As of 28th February 2022, Rwanda counted 127,269 refugees. Congolese made up 60.65% of the total refugee population in Rwanda, while Burundians were 39.09%. Urban refugees comprised 0.33% of the total refugee population; Children comprised 48% of the registered refugee population, while women and Children were 75%. The average family size was 3.7 individuals (Ministry in Charge of Emergency Management-MINEMA, 2022).
Refugees depend on humanitarian assistance. Reducing dependency on humanitarian aid and achieving graduation from poverty through socio-economic inclusion and the promotion of self-reliance is at the heart of the United Nations High Commissioner for Refugees-UNHCR’s mandate and the Government of Rwanda’s commitment (MINEMA, 2021).
The Government of Rwanda (GoR) and UNHCR Rwanda aim to ensure by 2030 that all refugees and neighbouring communities living in Rwanda can fulfil their productive potential as self-reliant members of the Rwandan society and contribute to the economic development of their host districts.
Within the background mentioned above, Rwanda Rural Rehabilitation Initiative (RWARRI), under partnership with the Deutsche Gesellschaft für Internationale Zusammenarbeit- GIZ, implemented a project named Economic Inclusion of Refugees and Host Communities- ECOREF to equip the Technical and Vocational Education and Training Programme-TVET graduates with tool kits and provide equipment to existing enterprises to boost jobs creation, support refugees and host communities to graduate from poverty and ensure their self-reliance. The project targeted beneficiaries are TVET graduates who completed six months of TVET courses financed by GIZ and the existing enterprises that GIZ supported through different capacity buildings for TVET graduates, those who graduated in the year 2020, named TVET1, and TVET graduates for the year 2021, called TVET2.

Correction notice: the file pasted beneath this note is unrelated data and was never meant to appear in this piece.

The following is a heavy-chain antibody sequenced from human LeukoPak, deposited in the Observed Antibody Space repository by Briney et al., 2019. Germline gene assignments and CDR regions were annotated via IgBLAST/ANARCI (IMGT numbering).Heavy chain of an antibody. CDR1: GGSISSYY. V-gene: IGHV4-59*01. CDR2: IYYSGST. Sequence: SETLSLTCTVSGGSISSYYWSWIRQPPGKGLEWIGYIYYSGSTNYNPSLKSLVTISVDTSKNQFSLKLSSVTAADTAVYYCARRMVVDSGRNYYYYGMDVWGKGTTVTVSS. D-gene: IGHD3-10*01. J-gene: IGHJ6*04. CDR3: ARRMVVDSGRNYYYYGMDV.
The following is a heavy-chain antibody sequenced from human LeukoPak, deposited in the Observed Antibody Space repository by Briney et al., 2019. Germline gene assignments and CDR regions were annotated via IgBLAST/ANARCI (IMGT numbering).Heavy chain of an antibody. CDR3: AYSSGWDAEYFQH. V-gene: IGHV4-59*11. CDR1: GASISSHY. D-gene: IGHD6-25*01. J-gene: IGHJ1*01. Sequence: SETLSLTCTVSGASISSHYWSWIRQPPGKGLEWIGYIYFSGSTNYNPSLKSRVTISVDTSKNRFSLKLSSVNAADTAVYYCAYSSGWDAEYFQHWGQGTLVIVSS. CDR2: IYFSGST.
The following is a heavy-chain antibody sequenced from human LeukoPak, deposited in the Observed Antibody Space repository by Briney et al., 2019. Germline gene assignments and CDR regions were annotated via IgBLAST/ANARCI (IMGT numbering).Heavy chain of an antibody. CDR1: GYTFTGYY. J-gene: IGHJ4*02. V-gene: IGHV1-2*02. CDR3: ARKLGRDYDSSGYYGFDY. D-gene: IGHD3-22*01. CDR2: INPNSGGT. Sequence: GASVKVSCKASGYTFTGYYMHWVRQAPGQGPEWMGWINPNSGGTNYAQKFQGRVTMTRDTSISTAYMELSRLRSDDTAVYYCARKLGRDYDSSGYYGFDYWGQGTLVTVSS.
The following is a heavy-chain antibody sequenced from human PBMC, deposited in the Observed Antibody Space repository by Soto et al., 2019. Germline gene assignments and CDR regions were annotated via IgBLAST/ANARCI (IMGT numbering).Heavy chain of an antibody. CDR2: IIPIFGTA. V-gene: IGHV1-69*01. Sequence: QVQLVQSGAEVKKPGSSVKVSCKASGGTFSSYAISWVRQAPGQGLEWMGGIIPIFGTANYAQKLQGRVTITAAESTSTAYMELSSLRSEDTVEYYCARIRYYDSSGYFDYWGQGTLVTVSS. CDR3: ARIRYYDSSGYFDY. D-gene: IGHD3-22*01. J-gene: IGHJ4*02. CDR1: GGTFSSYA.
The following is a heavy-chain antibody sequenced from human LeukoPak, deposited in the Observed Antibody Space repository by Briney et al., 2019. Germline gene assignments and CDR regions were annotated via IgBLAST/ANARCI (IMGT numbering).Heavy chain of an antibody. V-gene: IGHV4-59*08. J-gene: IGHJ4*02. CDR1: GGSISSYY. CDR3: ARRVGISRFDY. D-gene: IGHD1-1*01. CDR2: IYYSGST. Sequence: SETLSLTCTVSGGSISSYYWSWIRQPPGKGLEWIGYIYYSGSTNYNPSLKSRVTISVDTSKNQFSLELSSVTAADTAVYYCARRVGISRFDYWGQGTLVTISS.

Reducing food lost or wasted means more food for all, less greenhouse gas emissions, less environmental pressure, especially on water and land resources, increased productivity and economic growth, and more sustainable societies.

Statistics revealed that up to 40 per cent of the total food produced each year is lost or wasted in Rwanda. This represents 21% of the comprehensive land use, 16% of its greenhouse gas emissions, and accounts 12% loss to Rwanda’s annual gross domestic product.

Based on these recent studies, there is no doubt that this is a severe threat to the country’s economy, while 19% of the population does not have enough to eat. Therefore, addressing this challenge is essential to building a regenerative and resilient food system that helps mitigate climate change, reverse nature loss, and deliver positive outcomes for both producers and consumers.

In this regard, it is paramount to organize and train a task force that is a champion team with members from relevant organizations and institutions in both the public, private, and non-profit sectors to take this issue as their own by looking for a long-term solution. Thus, it is necessary to have the “Food Waste Reduction and Management Project” in Rwanda. Different organizations/ institutions’ focal points sitting in the task force use their experiences to guide, advise, and orient the cities in food waste reduction and management. The task force’s expectation is to produce recommendations for cities at the end of this project and report to their respective institutions/organizations recommendations and their implication in food waste reduction and management. The team will embark on a solid plan to reduce and eliminate food waste through organizing institutions into a food waste task force; organizing a food waste inspection series by the task force; training the task force members on food waste management and reduction in food markets to greening the city; facilitating the development of the action plan for the taskforce focusing specifically on food markets; creating awareness on food waste reduction among public institutions and markets; and training of food retailers operating in food market.